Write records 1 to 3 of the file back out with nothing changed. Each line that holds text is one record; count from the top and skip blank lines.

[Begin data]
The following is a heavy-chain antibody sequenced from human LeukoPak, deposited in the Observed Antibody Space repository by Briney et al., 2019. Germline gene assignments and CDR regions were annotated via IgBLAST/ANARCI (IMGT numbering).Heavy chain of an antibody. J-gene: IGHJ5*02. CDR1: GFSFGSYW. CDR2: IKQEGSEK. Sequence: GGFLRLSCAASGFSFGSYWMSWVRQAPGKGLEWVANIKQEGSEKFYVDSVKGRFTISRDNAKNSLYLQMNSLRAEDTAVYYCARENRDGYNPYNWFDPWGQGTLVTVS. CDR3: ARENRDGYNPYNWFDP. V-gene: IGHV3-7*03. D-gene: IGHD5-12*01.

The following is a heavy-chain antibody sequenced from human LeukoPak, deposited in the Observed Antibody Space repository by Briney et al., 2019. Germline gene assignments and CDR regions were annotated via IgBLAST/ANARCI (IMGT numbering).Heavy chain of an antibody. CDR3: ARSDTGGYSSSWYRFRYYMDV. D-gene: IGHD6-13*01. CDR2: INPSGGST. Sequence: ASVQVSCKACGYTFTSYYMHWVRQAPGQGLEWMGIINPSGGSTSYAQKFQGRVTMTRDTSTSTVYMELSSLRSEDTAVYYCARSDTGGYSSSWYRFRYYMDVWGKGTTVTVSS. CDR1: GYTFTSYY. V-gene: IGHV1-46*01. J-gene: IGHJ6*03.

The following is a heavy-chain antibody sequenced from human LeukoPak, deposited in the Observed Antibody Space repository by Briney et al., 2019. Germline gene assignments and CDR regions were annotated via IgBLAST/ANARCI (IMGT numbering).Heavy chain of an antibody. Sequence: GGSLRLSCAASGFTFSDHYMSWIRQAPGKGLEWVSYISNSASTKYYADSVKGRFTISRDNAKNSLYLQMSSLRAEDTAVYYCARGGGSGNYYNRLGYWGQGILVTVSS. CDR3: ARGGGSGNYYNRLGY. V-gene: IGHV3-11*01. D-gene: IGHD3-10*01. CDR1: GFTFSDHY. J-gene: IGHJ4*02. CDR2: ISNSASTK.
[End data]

The following is a heavy-chain antibody sequenced from human LeukoPak, deposited in the Observed Antibody Space repository by Briney et al., 2019. Germline gene assignments and CDR regions were annotated via IgBLAST/ANARCI (IMGT numbering).Heavy chain of an antibody. J-gene: IGHJ5*02. CDR1: GFSFGSYW. CDR2: IKQEGSEK. Sequence: GGFLRLSCAASGFSFGSYWMSWVRQAPGKGLEWVANIKQEGSEKFYVDSVKGRFTISRDNAKNSLYLQMNSLRAEDTAVYYCARENRDGYNPYNWFDPWGQGTLVTVS. CDR3: ARENRDGYNPYNWFDP. V-gene: IGHV3-7*03. D-gene: IGHD5-12*01.

The following is a heavy-chain antibody sequenced from human LeukoPak, deposited in the Observed Antibody Space repository by Briney et al., 2019. Germline gene assignments and CDR regions were annotated via IgBLAST/ANARCI (IMGT numbering).Heavy chain of an antibody. CDR3: ARSDTGGYSSSWYRFRYYMDV. D-gene: IGHD6-13*01. CDR2: INPSGGST. Sequence: ASVQVSCKACGYTFTSYYMHWVRQAPGQGLEWMGIINPSGGSTSYAQKFQGRVTMTRDTSTSTVYMELSSLRSEDTAVYYCARSDTGGYSSSWYRFRYYMDVWGKGTTVTVSS. CDR1: GYTFTSYY. V-gene: IGHV1-46*01. J-gene: IGHJ6*03.

The following is a heavy-chain antibody sequenced from human LeukoPak, deposited in the Observed Antibody Space repository by Briney et al., 2019. Germline gene assignments and CDR regions were annotated via IgBLAST/ANARCI (IMGT numbering).Heavy chain of an antibody. Sequence: GGSLRLSCAASGFTFSDHYMSWIRQAPGKGLEWVSYISNSASTKYYADSVKGRFTISRDNAKNSLYLQMSSLRAEDTAVYYCARGGGSGNYYNRLGYWGQGILVTVSS. CDR3: ARGGGSGNYYNRLGY. V-gene: IGHV3-11*01. D-gene: IGHD3-10*01. CDR1: GFTFSDHY. J-gene: IGHJ4*02. CDR2: ISNSASTK.